Stanford ChEM-H solicited seed grant proposals from the Stanford community of postdoctoral fellows for exploratory projects that align with the Institute’s mission. Successful proposals combined the complementary expertise of two or more postdoctoral fellows seeking to collaboratively explore a potentially transformative new idea with the support of their mentors. The four proposals selected were each funded with $50,000 for one year.
"The Effect of Pediatric Specific Hypertrophic Cardiomyopathy Mutations on the Biomechanics of beta-Cardiac Myosin at the Molecular and Cellular Level"
Arjun Adhikari, Spudich Lab
Kristina Bezold, Bernstein Lab
Alexandre Ribeiro, Pruitt Lab
Daniel Bernstein, Pediatrics - Cardiology
Beth Pruitt, Mechanical Engineering
James Spudich, Biochemistry
Hypertrophic Cardiomyopathy (HCM) is a genetic disease that affects 1 in 500 people. In infants it is particularly severe and is the leading cause of sudden cardiac death in pediatric populations. A high percentage of HCM is attributed to mutations in ß-cardiac myosin, the protein responsible for heart contraction. This study explores how pediatric specific HCM mutations can alter the biochemical and biomechanical properties of ß-cardiac myosin at a molecular and cellular level. At a molecular level, this study aims to understand how HCM mutations affect the biomechanics of purified human ß-cardiac myosin. At a cellular level, cardiomyocytes derived from human induced pluripotent stem cells (iPSC) engineered to express each mutation will be used to study how HCM affects the power output and signaling pathways of these cells. The current standard care for patients with HCM involves beta-blockers and ACE inhibitors, which treat the symptoms, but not the disease. The results from this study will increase the understanding of how genetic mutations that cause HCM lead to the presentation of the disease, and will uncover potential targets for therapeutic design to treat the cause of the disease instead of the symptoms.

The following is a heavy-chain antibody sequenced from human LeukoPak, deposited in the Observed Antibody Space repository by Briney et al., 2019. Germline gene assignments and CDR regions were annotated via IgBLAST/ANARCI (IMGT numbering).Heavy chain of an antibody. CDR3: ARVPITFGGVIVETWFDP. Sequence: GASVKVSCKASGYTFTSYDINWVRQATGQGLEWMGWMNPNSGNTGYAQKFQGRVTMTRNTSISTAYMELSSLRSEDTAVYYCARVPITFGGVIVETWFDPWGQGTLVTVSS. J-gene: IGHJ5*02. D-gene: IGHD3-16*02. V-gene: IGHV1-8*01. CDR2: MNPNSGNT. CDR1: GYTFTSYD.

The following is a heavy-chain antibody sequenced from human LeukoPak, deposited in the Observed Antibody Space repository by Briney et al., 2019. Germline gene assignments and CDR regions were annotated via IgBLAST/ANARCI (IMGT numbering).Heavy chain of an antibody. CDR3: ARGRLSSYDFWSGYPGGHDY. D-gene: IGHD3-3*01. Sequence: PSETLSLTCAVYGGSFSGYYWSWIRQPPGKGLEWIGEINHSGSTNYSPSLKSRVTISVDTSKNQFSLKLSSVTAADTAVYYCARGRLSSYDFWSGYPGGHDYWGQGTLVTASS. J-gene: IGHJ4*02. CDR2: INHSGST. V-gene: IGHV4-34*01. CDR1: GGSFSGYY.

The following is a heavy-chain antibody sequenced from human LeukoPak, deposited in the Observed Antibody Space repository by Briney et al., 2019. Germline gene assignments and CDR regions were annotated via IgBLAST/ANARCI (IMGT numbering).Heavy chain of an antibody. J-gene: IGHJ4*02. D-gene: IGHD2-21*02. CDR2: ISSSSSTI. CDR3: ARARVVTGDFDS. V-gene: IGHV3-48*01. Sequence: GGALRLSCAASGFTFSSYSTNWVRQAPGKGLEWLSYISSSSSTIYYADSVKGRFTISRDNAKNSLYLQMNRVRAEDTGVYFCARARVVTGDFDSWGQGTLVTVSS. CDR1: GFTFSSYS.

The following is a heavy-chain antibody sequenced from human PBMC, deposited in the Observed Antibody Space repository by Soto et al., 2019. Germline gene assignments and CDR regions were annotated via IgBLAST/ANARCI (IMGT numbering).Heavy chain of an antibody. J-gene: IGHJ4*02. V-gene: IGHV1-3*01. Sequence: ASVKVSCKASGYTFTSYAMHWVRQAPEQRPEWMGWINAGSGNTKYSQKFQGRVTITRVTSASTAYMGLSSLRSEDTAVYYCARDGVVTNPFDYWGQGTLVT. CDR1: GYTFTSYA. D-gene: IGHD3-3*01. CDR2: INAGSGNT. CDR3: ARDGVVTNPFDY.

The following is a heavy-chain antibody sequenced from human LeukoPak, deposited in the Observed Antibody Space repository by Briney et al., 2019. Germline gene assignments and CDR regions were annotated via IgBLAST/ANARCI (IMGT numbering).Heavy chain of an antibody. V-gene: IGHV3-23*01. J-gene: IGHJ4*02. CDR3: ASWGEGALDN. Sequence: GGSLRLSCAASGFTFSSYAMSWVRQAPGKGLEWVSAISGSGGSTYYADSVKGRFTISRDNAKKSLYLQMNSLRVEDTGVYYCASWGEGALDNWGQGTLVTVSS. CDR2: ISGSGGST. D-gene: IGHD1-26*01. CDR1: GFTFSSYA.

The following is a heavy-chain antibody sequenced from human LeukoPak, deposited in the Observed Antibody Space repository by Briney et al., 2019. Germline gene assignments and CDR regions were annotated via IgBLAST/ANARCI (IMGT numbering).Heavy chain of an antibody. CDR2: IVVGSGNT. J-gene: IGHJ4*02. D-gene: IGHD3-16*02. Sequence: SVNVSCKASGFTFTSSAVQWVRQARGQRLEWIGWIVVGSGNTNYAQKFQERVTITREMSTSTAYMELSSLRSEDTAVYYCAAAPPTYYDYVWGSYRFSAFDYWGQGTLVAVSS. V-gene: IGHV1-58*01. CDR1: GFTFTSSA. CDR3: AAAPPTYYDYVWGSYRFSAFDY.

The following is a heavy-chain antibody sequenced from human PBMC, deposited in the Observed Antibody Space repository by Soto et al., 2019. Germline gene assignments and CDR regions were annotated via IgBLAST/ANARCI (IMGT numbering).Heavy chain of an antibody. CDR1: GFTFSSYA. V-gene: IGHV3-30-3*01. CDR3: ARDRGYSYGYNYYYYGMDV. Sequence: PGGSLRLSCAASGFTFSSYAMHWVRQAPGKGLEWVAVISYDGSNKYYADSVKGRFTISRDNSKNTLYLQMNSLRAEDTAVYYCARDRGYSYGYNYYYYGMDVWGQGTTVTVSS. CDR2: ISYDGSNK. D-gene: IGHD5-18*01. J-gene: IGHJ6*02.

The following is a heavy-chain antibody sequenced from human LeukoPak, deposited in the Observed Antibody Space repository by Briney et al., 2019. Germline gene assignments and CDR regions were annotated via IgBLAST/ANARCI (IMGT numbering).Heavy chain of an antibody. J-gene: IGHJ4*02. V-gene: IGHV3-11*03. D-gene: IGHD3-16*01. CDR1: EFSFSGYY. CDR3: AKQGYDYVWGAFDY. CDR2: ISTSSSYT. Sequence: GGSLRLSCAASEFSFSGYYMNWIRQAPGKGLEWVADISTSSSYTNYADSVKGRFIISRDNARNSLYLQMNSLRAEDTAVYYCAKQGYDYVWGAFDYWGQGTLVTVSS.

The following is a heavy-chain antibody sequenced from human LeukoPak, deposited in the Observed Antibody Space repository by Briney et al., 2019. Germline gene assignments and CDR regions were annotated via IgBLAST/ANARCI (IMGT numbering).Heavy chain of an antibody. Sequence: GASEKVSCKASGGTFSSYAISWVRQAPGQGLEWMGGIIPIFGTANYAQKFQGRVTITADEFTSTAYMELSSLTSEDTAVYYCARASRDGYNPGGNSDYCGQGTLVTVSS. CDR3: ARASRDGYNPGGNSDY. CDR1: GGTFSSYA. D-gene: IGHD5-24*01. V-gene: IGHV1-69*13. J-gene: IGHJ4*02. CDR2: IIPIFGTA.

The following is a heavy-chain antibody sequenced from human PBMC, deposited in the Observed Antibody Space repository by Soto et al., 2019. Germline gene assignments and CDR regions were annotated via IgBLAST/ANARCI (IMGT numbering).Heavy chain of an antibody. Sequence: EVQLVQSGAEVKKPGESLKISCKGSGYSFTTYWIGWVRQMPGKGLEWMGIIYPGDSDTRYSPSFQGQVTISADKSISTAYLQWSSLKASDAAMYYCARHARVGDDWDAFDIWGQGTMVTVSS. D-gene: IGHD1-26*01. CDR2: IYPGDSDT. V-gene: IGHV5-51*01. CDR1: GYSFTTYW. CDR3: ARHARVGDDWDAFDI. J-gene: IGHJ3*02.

This project brings together three postdoctoral researchers to form an interdisciplinary team spanning the wide range of skill sets necessary to study this important problem in cardiac disease. Dr. Adhikari is an expert in biophysics and cell biomechanics and has solid knowledge of cell and molecular biology. During his doctoral work with Dr. Dunn (Stanford Chemical Engineering), he gained deep understanding of how mechanical forces can influence biological function at a molecular and cellular level. He is currently a postdoctoral researcher in Dr. James Spudich’s lab in the Biochemistry Department. Dr. Bezold is an expert in muscle biology and biomechanics and has significant experience in stem cell biology. She gained in depth knowledge of muscle biology while working in the lab of Dr. Samantha Harris (UC Davis). Currently, she is a postdoctoral fellow in the lab of Dr. Daniel Bernstein in Pediatrics/Cardiology, where she has led the effort to generate iPSC lines with HCM mutations using the CRISPR/Cas9 system. Dr. Ribeiro is a highly skilled mechanical engineer and has considerable experience in cell biology. During his graduate work, under the guidance of Dr. Kris Dahl (Chemical Engineer, Carnegie Mellon University), he studied nuclear mechanics during cell migration. During his postdoctoral work in the lab of Dr. Beth Pruitt in Mechanical Engineering, he has been instrumental in developing patterned platforms that lead to more mature phenotype of iPSC cardiomyocytes.
"Bioorthogonal Secretome Labeling for the Study of Mammalian Aging and Rejuvenation"
Kyle Brewer, Wyss-Coray Lab
Justin Kim, Bertozzi Lab
Carolyn Bertozzi, Chemistry
Tony Wyss-Coray, Neurology & Neurological Sciences